Freedom, Markets, and Well-being Fall 2021

Williams on Equality


We talked about Bernard Williams’s paper “The Idea of Equality” (Williams 1973). In this paper Williams tries to show that what appear to be trivial observations about equality offer meaningful support for egalitarian political programs.

The two apparently trivial observations are that all people are equally human and that there ought to be a reason for treating some people differently than others.

Williams argues that one thing that our shared humanity involves is a desire for integrity and that this desire is frustrated when a society inculcates false beliefs in its members that distort their choices and ways of understanding their lives.

The point that there should be a reason for treating some people differently than others gets some bite when you consider the reasons that are appropriate for distributing some classes of goods. For example, health care and higher education are distributed unequally: some people get them while others do not. Williams thinks that the nature of these goods tells us what reasons are appropriate for giving them to some people but not others. Health care should be distributed according to need while higher education should be distributed according to merit. A society that treats wealth as a condition of getting these things distributes them for the wrong reasons. The idea of equality requires that they be distributed for the appropriate reasons, namely need and merit, respectively.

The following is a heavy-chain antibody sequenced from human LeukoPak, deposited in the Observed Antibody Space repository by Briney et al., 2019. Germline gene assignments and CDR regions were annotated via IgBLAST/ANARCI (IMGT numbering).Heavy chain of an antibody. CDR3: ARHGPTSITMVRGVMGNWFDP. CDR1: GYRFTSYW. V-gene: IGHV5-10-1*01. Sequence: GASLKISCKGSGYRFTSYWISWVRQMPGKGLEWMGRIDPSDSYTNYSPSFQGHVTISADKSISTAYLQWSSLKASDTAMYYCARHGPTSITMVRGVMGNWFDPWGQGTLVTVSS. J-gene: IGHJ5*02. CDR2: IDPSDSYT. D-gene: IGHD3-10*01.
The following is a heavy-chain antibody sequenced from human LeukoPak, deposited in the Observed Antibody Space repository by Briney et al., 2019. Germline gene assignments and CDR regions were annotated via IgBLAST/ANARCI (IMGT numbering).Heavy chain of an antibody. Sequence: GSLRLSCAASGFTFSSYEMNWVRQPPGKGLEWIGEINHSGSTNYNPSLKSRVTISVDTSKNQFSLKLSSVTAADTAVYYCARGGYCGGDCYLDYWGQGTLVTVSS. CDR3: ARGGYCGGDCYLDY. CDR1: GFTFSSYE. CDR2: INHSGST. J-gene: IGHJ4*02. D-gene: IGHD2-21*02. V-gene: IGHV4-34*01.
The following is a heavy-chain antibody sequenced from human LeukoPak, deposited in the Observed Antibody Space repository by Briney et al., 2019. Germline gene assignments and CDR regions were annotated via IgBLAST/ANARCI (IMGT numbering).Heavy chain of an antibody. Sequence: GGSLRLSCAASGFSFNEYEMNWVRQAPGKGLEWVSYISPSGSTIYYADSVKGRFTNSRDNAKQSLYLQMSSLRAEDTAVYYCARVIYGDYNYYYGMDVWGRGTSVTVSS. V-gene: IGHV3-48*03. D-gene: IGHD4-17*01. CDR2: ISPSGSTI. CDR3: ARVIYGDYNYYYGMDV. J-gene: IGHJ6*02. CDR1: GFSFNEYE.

Our Discussion

Alas, your note taker could not keep up under the rigors of zoom teaching. So we have no specific notes from this discussion.


Nozick, Robert. 1974. Anarchy, State, and Utopia. New York: Basic Books.
Williams, Bernard Arthur Owen. 1973. “The Idea of Equality.” In Problems of the Self, 230–49. Cambridge: Cambridge University Press.